Happiness is… dessert before dinner.
Or even dessert instead of dinner!
Located in the heart of the nightlife central of Chelsea in New York, La Sirena was a sunlight splashed and checkerboard tiled cozy cave in the Maritime Hotel, serving contemporary Italian cuisine worthy of its Michelin Star. The dessert tasting comprised of 6 courses, 5 being traditional desserts and the last an interactive pairing with wine. Executive Pastry Chef Thea Habjanic came from a solid pedigree from the Institute of Culinary Education and had worked at Le Bernardin, David Burke Fishtail and the Corner Table Restaurants (The Smith, Jane).
1. Semifreddo all’arancia rossa
This prickly porcupine looking dessert was literally art on a plate. With perfectly torched honey ricotta mousse, it was the sumptuous olive oil cake, a favorite from previous inhalations in Chicago and Los Angeles, that won my heart. The inside of the mousse was a surprisingly bright blood orange sorbetto, discoverable only after first bite! The textural contrast of spongy and olive oil soaked cake, cut with tangy icy sorbet and sweetened with creamy mousse was refined, sensual bite. The honey cardamom sauce wrapped the dessert up beautifully with just the right amount of spice to offset the honey.
2. Bomboloni E Tartufi
These Italian style doughnuts were filled with chocolate hazelnut pastry cream and served with hazelnut gelato, chocolate truffles, chocolate sauce and bits of dehydrated lemon. As a self proclaimed chocolate monster, I found the truffles to be the best part, especially alongside the hazelnut gelato. The doughnuts were rich, decadent, and thankfully cut with the lemon so that I could guiltlessly devour the entire portion!
3. Orale Bambina! (aka Hey Girl!)
Named after a Mexican Italian fusion with a hint of comic timing, the deconstructed tiramisu was indeed art on a plate. Mocha and mascarpone constituted the cake portion, topped with a sugar layer, a dessert rendition of mole sprinkled with my favorite pomegranate arils, and topped with what I thought was one of the best sorbets I had tried in recent times: chocolate guajillo sorbet. The combination had the right notes of sweet cake, bitter coffee, and chocolate decadence was elevated further with the textural contrasts. The highlight was the spicy aftertaste of the sorbet, so much so that I placed an order for an extra scoop!
4. Gelati e Sorbetti
My infatuation with funky ice cream flavors has been documented before. Which is why when I found that we were in for savory sorbet, I was thrilled! The portobello and candy cap mushroom gelato with balsamic and sea salt arrived looking deceivingly like a caramel, but had the aroma of mushroom. It even tasted like it, almost like a cold punch of a deeply savory essence sans any saccharine taste, made almost tangy with the balsamic! Truly something that resonated with the Alice in Wonderland vibe that I had come to epitomize (what with the absence of a caterpillar who promoted such mushrooms from his perch!).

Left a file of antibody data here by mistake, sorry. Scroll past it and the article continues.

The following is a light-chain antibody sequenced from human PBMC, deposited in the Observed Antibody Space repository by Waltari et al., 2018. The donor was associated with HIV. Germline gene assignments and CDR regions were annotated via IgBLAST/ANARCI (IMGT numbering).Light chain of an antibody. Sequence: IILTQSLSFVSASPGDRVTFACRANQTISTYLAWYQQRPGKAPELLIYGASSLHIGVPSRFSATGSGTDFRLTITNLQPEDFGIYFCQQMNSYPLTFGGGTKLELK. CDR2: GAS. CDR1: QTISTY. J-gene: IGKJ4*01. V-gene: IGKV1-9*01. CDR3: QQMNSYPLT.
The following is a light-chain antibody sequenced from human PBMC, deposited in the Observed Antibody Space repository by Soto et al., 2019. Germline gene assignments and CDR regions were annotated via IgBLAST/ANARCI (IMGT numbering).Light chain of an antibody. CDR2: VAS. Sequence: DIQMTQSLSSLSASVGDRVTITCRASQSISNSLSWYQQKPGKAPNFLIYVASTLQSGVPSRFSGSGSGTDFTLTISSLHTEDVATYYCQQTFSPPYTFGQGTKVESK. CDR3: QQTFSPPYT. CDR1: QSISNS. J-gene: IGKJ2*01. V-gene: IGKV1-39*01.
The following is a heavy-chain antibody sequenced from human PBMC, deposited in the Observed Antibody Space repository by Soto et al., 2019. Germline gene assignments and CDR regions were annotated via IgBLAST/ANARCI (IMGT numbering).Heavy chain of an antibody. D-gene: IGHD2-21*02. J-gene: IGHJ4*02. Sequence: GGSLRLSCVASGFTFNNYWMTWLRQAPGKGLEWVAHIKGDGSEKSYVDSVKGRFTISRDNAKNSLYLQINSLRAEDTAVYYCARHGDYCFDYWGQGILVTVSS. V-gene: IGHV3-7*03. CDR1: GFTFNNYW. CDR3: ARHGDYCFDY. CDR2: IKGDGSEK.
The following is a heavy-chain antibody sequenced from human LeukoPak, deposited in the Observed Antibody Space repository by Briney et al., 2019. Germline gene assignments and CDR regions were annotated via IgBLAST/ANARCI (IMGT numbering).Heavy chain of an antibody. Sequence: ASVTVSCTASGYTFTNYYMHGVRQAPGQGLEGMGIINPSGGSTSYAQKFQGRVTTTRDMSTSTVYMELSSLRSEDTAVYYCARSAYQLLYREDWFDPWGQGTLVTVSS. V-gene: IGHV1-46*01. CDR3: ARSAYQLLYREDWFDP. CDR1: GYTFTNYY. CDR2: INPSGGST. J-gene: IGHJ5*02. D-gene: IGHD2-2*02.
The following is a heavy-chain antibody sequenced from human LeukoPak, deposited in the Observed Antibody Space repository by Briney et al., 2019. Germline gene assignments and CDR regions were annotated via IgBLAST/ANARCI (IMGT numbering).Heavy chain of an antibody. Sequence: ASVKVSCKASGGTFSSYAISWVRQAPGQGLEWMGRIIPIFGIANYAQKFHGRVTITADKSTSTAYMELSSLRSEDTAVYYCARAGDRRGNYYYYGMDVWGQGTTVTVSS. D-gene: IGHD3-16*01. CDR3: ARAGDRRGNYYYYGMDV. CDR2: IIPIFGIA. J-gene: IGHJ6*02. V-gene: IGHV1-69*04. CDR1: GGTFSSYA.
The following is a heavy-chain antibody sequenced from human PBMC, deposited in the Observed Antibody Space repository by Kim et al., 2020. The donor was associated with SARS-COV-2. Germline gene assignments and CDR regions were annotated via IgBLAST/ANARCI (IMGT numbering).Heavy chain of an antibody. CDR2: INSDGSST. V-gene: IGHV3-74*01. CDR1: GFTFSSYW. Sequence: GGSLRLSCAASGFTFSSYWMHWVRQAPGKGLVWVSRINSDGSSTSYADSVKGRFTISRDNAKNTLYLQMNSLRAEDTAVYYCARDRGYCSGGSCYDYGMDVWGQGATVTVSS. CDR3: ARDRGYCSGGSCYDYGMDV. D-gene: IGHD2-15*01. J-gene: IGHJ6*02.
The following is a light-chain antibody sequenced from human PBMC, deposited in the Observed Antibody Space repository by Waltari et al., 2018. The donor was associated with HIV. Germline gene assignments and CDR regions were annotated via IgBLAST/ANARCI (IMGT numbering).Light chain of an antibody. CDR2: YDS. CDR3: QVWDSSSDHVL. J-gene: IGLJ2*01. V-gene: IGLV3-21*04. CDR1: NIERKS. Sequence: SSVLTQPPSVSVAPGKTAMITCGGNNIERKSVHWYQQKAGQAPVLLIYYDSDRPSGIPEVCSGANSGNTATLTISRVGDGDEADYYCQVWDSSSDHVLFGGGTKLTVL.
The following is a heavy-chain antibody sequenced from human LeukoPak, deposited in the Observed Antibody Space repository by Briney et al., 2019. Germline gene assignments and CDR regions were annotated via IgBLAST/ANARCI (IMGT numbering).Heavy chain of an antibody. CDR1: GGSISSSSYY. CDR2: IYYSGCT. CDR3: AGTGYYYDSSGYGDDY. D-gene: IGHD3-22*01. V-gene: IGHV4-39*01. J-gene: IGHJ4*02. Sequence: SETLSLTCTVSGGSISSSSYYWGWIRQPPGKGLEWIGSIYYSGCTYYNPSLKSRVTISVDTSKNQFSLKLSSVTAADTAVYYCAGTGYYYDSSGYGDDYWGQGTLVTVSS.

5. Negroni Sbagliato Sundae
Having tasted Negroni at its birthplace in Florence, and even beyond, and being infatuated by bitter flavors, I was ecstatic to taste a dessert version of a Negroni. Gastronomy in tact, it was served in a mason jar with orange Campari sherbet and sweet vermouth whip, topped with Campari mandarin pearls (akin to dessert caviar in their appearance) and Campari caramel. This was then topped with Prosecco foam, rounding it off as one of the booziest desserts I had tried. It stuck true to its bitterness promise, with not one taste out of place – I tasted the citrus, the vermouth, and naturally buckets of the Campari, topped with a dreamy whiff of Prosecco. Cocktails anyone?
6. Vin Santo e Biscotti
With Wine Director Scott Woltz, a cart with a host of wines and ingredients strolled into the sunlight, where each of the Vin Santo dessert wines was paired with a biscotti comprising of ingredients on the cart – which to my delight included both chocolate and sultanas and the likes, alongside familiar Middle Eastern and Indian ingredients like saffron and tamarind. Presented table side, the cantucci e vin santo whisked me back to my days in Milan when I too would shamelessly relish my biscotti inside my wine!
1. Salvetta, Trentino 2009 ➕ Saffron, Apricot, Almond: the taste of the classic biscotti and wine pairing whisked me back to Italy with my love for all things infused with almond.
2. Castello di Sonnino, Tuscany 2008 ➕ Fig, Walnut, Allspice: a tad of spice in the wine was complemented with the sweetness and spiciness of the biscotti, with chewable chunks of my favorite Middle Eastern staple.
3. Lanciola, Tuscany 2007 ➕ Chocolate, Tamarind, Cherry, Hazelnut: possibly one of the most interesting combinations, owing to the darkness of the chocolate, the nuttiness of the classic pairings of hazelnut and cherry, and the infusion of an undertone of tartness with the tamarind.
Happy as a sugar infused honeybee, I was ready to book my next trip to Italy to explore its culinary roots. Fairly immediately.